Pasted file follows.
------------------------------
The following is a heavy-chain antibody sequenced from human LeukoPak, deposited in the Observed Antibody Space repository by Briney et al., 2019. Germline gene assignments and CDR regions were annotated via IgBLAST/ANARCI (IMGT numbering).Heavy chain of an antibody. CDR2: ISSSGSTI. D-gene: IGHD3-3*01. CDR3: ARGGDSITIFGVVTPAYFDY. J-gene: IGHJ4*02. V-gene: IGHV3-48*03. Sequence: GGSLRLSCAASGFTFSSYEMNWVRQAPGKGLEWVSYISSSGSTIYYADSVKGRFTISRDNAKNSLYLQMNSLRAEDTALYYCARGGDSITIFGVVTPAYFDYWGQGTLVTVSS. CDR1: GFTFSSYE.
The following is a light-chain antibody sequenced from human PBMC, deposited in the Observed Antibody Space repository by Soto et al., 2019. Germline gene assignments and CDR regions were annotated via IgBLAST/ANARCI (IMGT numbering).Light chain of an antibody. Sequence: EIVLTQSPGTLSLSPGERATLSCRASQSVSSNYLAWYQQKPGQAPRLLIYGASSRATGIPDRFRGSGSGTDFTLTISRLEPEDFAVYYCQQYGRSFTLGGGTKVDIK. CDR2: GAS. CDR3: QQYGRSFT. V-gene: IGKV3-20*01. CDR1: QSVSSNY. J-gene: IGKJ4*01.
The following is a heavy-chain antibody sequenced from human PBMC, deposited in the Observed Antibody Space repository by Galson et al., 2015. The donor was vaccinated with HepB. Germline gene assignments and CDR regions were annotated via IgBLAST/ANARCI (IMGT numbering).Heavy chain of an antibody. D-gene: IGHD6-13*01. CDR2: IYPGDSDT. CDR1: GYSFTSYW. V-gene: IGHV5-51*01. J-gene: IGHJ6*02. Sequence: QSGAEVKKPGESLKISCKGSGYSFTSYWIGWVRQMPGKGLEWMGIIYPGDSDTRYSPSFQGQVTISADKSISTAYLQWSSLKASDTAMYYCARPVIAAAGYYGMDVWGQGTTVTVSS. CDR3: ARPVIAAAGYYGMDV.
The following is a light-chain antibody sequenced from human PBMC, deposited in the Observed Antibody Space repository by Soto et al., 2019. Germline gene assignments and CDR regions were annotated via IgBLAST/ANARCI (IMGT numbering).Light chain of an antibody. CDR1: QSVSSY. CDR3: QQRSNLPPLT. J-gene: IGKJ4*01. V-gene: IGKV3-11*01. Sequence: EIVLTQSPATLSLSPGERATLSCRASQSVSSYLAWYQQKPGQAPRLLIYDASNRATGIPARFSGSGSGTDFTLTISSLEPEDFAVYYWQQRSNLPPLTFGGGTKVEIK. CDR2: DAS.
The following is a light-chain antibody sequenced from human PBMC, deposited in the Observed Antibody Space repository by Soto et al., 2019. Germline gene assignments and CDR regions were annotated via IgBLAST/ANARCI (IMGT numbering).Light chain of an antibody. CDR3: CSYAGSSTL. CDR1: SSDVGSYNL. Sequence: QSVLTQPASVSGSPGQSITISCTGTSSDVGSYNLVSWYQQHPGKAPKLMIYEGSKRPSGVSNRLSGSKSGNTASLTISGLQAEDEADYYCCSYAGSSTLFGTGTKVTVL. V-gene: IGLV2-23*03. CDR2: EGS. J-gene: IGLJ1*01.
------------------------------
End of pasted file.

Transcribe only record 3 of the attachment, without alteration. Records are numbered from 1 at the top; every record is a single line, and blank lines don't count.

The following is a heavy-chain antibody sequenced from human PBMC, deposited in the Observed Antibody Space repository by Galson et al., 2015. The donor was vaccinated with HepB. Germline gene assignments and CDR regions were annotated via IgBLAST/ANARCI (IMGT numbering).Heavy chain of an antibody. D-gene: IGHD6-13*01. CDR2: IYPGDSDT. CDR1: GYSFTSYW. V-gene: IGHV5-51*01. J-gene: IGHJ6*02. Sequence: QSGAEVKKPGESLKISCKGSGYSFTSYWIGWVRQMPGKGLEWMGIIYPGDSDTRYSPSFQGQVTISADKSISTAYLQWSSLKASDTAMYYCARPVIAAAGYYGMDVWGQGTTVTVSS. CDR3: ARPVIAAAGYYGMDV.